Upcoming musicians often encounter major difficulties while attempting to record their music. This is largely due to the fact that the costs associated with the recording of music can be rather exorbitant. Yet the musicians have to record their music, if at all they are to make names for themselves in the music industry. This state of affairs naturally leads us to the question as to what individual musicians can do, to minimize the costs incurred while attempting to record music.
In my experience, one (rather obvious) strategy to use, while attempting to minimize music recording costs, is that of opting for the cheaper studios. Many musicians have this misconception that the costlier studios are always better in terms of quality. But this is not always true. There are some studios that don’t charge a lot of money, but whose recordings are nonetheless of very high quality.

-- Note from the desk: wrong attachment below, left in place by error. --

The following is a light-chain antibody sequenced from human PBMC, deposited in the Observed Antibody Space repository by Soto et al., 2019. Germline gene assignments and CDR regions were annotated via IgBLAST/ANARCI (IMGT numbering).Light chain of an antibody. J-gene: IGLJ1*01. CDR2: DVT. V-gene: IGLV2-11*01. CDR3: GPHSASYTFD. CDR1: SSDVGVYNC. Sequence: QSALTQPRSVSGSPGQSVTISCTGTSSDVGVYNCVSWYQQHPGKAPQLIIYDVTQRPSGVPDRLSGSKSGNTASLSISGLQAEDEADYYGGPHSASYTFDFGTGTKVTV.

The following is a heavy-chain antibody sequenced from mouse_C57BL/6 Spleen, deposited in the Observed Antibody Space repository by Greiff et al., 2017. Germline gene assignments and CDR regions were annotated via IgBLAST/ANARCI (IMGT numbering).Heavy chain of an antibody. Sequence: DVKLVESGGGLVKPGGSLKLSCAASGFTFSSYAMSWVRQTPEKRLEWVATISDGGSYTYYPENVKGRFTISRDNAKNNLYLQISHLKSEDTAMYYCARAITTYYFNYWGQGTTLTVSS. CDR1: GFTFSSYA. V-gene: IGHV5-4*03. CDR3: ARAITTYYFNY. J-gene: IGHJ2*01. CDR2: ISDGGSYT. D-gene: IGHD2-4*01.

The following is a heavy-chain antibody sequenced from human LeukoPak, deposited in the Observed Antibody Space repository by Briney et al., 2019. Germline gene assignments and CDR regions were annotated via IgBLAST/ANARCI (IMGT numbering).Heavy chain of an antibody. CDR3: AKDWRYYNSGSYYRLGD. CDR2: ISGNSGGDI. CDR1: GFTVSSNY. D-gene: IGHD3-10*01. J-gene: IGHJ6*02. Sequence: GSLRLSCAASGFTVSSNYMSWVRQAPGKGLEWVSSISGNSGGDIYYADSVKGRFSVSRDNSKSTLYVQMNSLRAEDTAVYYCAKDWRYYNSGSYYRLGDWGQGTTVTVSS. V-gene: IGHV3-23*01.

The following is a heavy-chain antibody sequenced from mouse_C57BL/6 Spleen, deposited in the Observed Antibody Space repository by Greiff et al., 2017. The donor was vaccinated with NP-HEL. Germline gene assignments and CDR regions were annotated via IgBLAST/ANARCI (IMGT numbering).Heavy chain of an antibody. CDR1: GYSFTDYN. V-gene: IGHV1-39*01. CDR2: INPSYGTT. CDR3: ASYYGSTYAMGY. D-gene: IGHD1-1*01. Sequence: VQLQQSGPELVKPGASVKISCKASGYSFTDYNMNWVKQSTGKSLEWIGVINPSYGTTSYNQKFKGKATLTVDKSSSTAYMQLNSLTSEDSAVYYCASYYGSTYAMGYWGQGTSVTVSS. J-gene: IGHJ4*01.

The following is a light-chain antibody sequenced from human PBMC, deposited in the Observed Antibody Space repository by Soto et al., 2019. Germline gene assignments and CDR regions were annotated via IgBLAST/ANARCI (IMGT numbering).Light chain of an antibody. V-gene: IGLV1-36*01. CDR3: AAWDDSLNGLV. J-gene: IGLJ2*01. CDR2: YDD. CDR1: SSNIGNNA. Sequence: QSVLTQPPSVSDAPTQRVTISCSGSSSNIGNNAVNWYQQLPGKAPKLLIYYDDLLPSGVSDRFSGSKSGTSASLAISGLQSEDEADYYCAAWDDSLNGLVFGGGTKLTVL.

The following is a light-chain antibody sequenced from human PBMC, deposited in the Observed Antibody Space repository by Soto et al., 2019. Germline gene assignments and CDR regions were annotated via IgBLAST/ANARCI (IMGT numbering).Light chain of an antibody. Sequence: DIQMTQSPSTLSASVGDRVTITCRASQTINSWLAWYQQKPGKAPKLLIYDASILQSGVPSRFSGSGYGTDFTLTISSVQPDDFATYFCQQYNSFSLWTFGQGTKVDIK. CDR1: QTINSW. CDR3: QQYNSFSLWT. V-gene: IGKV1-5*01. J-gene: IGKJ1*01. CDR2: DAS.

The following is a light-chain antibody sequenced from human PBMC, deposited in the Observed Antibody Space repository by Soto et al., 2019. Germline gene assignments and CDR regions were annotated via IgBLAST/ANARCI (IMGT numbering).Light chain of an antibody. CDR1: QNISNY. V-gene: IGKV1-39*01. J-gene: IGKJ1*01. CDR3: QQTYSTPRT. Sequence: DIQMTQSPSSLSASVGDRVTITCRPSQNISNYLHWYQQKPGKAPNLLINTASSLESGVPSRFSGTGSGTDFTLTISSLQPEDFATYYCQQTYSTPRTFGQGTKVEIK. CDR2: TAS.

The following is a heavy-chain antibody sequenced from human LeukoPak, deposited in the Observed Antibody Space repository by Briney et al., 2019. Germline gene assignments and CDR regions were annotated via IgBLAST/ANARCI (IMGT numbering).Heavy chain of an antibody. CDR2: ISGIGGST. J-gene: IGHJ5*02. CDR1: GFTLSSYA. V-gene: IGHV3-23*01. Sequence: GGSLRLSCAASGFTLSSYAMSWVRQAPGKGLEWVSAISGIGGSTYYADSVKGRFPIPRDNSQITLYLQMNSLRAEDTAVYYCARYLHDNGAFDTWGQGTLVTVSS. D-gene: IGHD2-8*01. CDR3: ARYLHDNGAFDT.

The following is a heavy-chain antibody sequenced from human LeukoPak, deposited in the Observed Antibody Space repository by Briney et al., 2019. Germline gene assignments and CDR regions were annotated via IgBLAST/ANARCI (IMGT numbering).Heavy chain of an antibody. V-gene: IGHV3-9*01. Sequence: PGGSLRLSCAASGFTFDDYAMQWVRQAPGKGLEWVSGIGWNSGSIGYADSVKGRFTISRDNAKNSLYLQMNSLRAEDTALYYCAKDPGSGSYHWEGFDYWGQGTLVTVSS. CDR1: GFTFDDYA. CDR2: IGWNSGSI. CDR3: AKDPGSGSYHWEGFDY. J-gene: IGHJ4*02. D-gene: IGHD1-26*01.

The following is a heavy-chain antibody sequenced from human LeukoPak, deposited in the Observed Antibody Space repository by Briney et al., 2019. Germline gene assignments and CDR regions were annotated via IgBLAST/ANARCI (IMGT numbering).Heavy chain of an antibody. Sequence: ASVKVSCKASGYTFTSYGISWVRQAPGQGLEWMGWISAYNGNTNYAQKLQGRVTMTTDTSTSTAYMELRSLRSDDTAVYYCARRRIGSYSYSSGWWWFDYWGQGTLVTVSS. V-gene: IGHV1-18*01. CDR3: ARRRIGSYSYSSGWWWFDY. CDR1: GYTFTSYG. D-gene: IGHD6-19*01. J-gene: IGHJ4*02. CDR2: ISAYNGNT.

Another strategy to use, while attempting to minimize music recording costs, is that of reducing reliance on studio artists. The (often less expensive) alternative is that of the musician in question opting to use his/her own band members for recording purposes. Studio artists typically demand huge payments, yet their work often leaves a great deal to be desired. Nowadays, there is also the option of using software (like, for instance, Fruity Loops) to get the computer-generated beats, rather than relying on live artists. Through such software, you can get to save a rather huge sum of money. This is money that you’d otherwise have spent paying studio artists to play instruments for you and to carry out other tasks related to the recording of music.
Yet another strategy to employ, while attempting to minimize music recording costs, is that of using as little studio time as possible. To achieve this, you can practice thoroughly with your band members beforehand, and only go to the studio when you are (absolutely) ready for the actual recording. Otherwise the people in charge of the studio may charge you for the time you spent practicing in their facility – which would have the effect of pushing your recording costs upwards by a significant margin.